"Reconstruction has been lost to history," he revealed. "Understanding Reconstruction and its rollback is pivotal to understanding the history of race relations in this country. Even Black people don't know that much about Reconstruction. I did Chris Rock's family tree. His great, great grandfather, Julius Caesar Tingling, was elected to the South Carolina legislature in 1872, and he had absolutely no idea. And he looked at me, and he said, had he known that it would've changed the course of his life because he went to his mother once in elementary school and said he wanted to be a politician. And his mother said, there was no future for a Black man in politics. But it was in his own family tree and he had no idea."
What Professor Gates aimed to do with Reconstruction: America After the Civil War, was not merely provide an overview of the period, but to truly highlight some of the more astounding facts that were born out of the time. "Black men could only vote in the North in the five New England states plus New York if you had $250 worth of property, " he emphasized. "Which is why we ultimately needed the 15th Amendment in addition to the Civil Rights Act of 1866. The right to vote led to tremendous grassroots ferment among Black men and women in 1867, which we think of as the first Freedom Summer. Over 80% of Black men in the former Confederate states registered to vote. Think about it: in 1860, 90% of our people were enslaved and 99.9% of them were illiterate. And in 1867, 80% of the male segment of the formerly enslaved population registered to vote. That's incredible."
Bryan Stevenson and Henry Louis Gates, Jr. in Reconstruction: America After The Civil War
As a result of the Civil Rights Act of 1866 —Black men affected the Presidential election of that same year. "Five hundred thousand of them cast their votes for Ulysses S. Grant, and Grant only won the popular vote by 300,000 votes," Gates stressed. "About 2,000 Black officeholders were elected to every level of government, and by 1901 there had been a total of 20 Black representatives and two senators elected to the United States Congress. At the same time, African Americans built the Black community in freedom; reuniting families through ads in newspapers, building churches, and schools. The[y] also built the South's first state-funded public school systems, and founded colleges such as Howard and Shaw and the other Historically Black Universities.”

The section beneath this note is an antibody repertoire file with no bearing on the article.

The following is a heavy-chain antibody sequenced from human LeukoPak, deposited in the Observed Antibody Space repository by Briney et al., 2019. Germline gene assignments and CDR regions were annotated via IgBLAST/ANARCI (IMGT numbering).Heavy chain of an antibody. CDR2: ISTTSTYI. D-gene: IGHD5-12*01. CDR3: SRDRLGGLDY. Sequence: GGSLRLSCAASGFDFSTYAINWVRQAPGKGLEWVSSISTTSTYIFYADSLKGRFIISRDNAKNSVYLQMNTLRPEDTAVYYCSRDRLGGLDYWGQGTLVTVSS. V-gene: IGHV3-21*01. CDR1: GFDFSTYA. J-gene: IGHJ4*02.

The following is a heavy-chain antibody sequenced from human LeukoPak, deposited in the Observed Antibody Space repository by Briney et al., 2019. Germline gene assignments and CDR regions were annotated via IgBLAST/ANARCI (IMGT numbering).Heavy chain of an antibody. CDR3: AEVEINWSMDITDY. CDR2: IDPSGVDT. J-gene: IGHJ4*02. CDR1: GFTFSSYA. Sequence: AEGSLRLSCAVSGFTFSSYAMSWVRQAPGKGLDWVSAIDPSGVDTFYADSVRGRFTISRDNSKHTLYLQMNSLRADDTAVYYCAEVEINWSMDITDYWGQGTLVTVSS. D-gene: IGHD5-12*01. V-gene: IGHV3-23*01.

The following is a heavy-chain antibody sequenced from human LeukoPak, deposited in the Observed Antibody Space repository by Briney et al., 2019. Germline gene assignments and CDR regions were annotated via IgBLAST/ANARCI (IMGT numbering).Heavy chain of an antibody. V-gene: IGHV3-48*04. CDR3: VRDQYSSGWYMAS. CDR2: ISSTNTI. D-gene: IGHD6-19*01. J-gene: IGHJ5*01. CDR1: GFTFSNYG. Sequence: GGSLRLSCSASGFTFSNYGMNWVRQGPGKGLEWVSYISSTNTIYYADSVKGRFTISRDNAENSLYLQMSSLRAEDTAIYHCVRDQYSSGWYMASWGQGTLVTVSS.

Unfortunately, the backlash to the gains and progress of the previously enslaved people in the post-Civil War era was swift and devastating. "The rollback of Reconstruction lasted far longer than Reconstruction itself," Gates said. "It continues to this day. This is why the history of Reconstruction matters, because the problems that emerged during Reconstruction have never been resolved. One lesson, painfully evident, is that achievements thought permanent can so quickly be overturned and rights can never be taken for granted. We're certainly seeing this today.”
Reconstruction: America After the Civil War airs Tuesday, April 9 and April 16, 2019, 9:00 - 11:00 p.m. ET on PBS.
Aramide A. Tinubu is a film critic and entertainment writer. As a journalist, her work has been published in EBONY, JET, ESSENCE, Bustle, The Daily Mail, IndieWire and Blavity. She wrote her master’s thesis on Black Girlhood and Parental Loss in Contemporary Black American Cinema. She’s a cinephile, bookworm, blogger and NYU + Columbia University alum. You can find her reviews on Rotten Tomatoes or A Word With Aramide or tweet her @wordwitharamide